Lower Clapton, nr. London, July 19, 1845.
Will you allow me to offer you a copy of my translation of your Improvisatore? A gentleman going to Cpenhagen affords me the opportunity which I have long desired of expressing to you the intense delight we - that is my husband, myself and my daughter, have had in your works ever since we had the happiness of first becoming acquainted with them in Germany.
About three years ago I began the translation of Miss Bremer's works into English. They met with universal approbation and I hope have served no little to excite a friendly feeling of interest towards Sweden in the minds of my countrymen and country-women. But it was not Sweden alone which had rich treasures of literature - there was the same in Denmark, and even before Ingemann we placed the name of Andersen. In February this translation of your Improvisatore was published - and I am glad to say it has made you many friends. Your name is now an honoured one in England. I imagine that you read English and therefore will be able to enjoy your own labours in a new form. Ah, how beautiful is that book! Many and many are the tears which have been shed for the beautiful and unfortunate Annunciata!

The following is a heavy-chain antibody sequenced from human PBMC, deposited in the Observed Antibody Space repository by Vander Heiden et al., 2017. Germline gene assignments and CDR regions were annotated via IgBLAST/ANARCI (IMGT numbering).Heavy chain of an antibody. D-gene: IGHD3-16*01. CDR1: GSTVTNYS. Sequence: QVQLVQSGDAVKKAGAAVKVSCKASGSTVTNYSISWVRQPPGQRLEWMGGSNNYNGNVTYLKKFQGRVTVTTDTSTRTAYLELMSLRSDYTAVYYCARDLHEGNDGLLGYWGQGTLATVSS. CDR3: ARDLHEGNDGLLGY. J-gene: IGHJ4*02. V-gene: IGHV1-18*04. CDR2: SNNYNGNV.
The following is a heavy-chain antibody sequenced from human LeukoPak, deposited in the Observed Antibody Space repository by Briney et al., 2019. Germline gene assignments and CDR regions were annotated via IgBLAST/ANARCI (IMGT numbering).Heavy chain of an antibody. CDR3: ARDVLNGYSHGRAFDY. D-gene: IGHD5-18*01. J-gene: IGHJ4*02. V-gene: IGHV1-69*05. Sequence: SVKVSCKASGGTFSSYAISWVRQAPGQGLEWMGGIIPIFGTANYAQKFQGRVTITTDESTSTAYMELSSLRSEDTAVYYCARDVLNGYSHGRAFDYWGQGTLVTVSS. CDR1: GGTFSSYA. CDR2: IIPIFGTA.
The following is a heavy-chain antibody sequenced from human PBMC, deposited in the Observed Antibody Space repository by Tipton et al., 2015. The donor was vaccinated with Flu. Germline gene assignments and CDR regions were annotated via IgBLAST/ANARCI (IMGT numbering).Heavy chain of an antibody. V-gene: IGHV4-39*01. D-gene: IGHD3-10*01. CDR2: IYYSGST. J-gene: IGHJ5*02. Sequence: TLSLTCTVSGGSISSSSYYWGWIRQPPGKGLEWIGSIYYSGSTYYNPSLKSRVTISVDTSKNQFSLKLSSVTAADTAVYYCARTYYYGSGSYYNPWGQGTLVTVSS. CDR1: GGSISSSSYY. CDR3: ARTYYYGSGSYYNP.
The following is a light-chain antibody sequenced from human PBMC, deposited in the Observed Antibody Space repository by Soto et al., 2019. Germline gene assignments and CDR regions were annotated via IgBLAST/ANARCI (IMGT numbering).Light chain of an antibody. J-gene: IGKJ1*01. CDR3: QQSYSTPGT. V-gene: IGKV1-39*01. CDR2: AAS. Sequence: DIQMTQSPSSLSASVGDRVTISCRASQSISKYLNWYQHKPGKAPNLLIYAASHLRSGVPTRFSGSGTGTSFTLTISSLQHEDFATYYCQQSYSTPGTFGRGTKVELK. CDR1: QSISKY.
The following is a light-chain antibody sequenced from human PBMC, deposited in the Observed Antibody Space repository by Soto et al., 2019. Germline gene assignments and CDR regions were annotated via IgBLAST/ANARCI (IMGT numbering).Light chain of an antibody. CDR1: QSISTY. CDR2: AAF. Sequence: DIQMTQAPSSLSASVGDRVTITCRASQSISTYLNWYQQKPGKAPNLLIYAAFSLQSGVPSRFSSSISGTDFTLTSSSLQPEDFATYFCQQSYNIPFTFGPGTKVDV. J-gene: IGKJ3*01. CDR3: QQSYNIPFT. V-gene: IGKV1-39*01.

I am sorry not to be able to send you a copy of "Only a Fiddler" and "O. T.", which will be published at the end of this month. I will, however, take an early opportunity of sending it to you. In the meantime, may I ask you to write to me and say if you are engaged on any new work - and tell us aIso, if you have no objection, anything concerning yourself - your life and your family - for though we are personaIly unknown you are and long have been a household friend.
I hope before long to translate your "Eventyr fortalte for Børn" stories which are equal to any fairy-tales that ever were told.
My husband and daughter greet you kindly. We cannot consider you as a stranger. Pray think of us as your friends.
I am, Sir, Yours truly,